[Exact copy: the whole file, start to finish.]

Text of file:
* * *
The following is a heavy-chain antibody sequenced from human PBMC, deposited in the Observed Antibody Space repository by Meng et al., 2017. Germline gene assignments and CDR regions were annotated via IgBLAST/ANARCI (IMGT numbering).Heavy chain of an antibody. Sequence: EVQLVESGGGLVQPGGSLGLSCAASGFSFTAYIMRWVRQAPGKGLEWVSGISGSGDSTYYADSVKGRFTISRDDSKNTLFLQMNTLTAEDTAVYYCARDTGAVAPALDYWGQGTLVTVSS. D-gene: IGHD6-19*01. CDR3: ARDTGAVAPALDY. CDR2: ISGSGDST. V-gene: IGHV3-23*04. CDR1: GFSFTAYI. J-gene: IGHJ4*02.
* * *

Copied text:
The following is a heavy-chain antibody sequenced from human PBMC, deposited in the Observed Antibody Space repository by Meng et al., 2017. Germline gene assignments and CDR regions were annotated via IgBLAST/ANARCI (IMGT numbering).Heavy chain of an antibody. Sequence: EVQLVESGGGLVQPGGSLGLSCAASGFSFTAYIMRWVRQAPGKGLEWVSGISGSGDSTYYADSVKGRFTISRDDSKNTLFLQMNTLTAEDTAVYYCARDTGAVAPALDYWGQGTLVTVSS. D-gene: IGHD6-19*01. CDR3: ARDTGAVAPALDY. CDR2: ISGSGDST. V-gene: IGHV3-23*04. CDR1: GFSFTAYI. J-gene: IGHJ4*02.